Abortion Procedures. Know the facts.

If you know you’re pregnant, please take a few minutes to educate yourself about the following abortion facts so you can make a confident decision.

Abortion Procedures

1st Trimester Medication Abortion Methods

First Trimester Medication Abortion Up to 10 Weeks After the Last Menstrual Period (LMP) 5, 26 (PP.135-56), 30, 31, 32

This drug is now FDA (Food and Drug Administration) approved for use in women up to 70 days after their last menstrual period. 18 The new FDA-approved procedure usually requires one* office visit. On the first visit, the woman is given Mifeprex (mifepristone) that causes the death of the embryo. 24 – 48 hours later, at an appropriate location, she takes 800 mcg of misoprostol in the cheek pouch, which causes cramping that expels the embryo. 7-14 days after taking Mifeprex the woman follows up with the health care provider to ensure that the abortion is completed.

*The number of visits is determined by the abortion provider

Risks associated with medication abortion (Mifeprex/Mifepristone, RU-486 with Misoprostol):

  • Bleeding:  Vaginal bleeding lasts for an average of 9-16 days;  1 in 100 women bleed enough to require surgery (D&C) to stop the bleeding. 20
  • Infection:  According to the FDA, “Cases of serious bacterial infection, including very rare cases of fatal septic shock, have been reported.” 21 This means that some Mifeprex users have died as a result of total body infection. The FDA issued a health advisory July 19, 2005 and changed safety labeling to warn of the risk of this serious bacterial infection. 22,23
  • Undiagnosed ectopic (tubal) pregnancy:  The abortion pill will not work in the case of an ectopic pregnancy where the embryo lodges outside the uterus, usually in the fallopian tube. If not diagnosed early, there could be risk of the tube bursting, internal hemorrhage and death in some cases. 24
  • Failed abortion:  The FDA Labeling Information for Mifeprex states that the failure rate of medical abortion increases with advancing gestational age. 6  Mifepristone abortion at or below 49 days gestation causes complete abortion in 98% of cases, and 93% of the time when abortion occurs between 63-70 days gestation. 7  A surgical abortion is usually done to complete failed medication abortion.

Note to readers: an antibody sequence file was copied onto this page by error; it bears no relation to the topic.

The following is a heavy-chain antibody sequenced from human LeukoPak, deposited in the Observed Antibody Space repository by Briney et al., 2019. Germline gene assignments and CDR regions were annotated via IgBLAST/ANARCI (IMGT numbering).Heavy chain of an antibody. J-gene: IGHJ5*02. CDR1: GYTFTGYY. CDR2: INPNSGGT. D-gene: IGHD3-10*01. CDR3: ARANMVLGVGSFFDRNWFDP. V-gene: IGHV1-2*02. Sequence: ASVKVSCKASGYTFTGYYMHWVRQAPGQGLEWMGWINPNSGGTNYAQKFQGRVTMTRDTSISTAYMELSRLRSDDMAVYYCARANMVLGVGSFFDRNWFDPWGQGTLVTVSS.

• Risk of fetal malformations:  Research associates the use of misoprostol during the first trimester with certain types of birth defects among medication abortion “failures”. 27
  • Continuation of pregnancy:  Women who change their minds after beginning a medication abortion and want to continue their pregnancies should immediately seek the help of an obstetrician.

This drug is FDA-approved for treating certain cancers and rheumatoid arthritis, but is used “off-label” to treat ectopic pregnancies and to induce abortion. It works by stopping the growth of rapidly dividing cells. It is used up through 49 days of pregnancy and given orally or by injection. Three to seven days after methotrexate is taken, misoprostol (the second medication used in the RU-486 abortions) is used vaginally.

Side effects of methotrexate include mouth ulcers, low white blood cell count, nausea, abdominal distress, fatigue, chills, fever, dizziness, decreased resistance to infection and anemia. Severe, sometimes fatal, bone marrow suppression and intestinal toxicity have been reported. Liver toxicity and cancer may occur (usually after prolonged use.) Severe, occasionally fatal, skin reactions have been reported. 28

This form of medication abortion uses only the second drug given in the RU-486 method. It is typically inserted vaginally, requires repeated doses and has a significantly higher failure rate than the RU-486 method. It is associated with nausea, vomiting, diarrhea, and with potential birth defects (central nervous system and limb defects) in pregnancies that continue. 29

1st Trimester Surgical Abortion Methods

First Trimester Suction Abortion About 4-13 Weeks After the Last Menstrual Period (LMP)
5, 26 (PP.135-56), 30, 31, 32

This surgical abortion is done throughout the first trimester. Varying degrees of pain control are offered ranging from local anesthetic (typically) to full general anesthesia.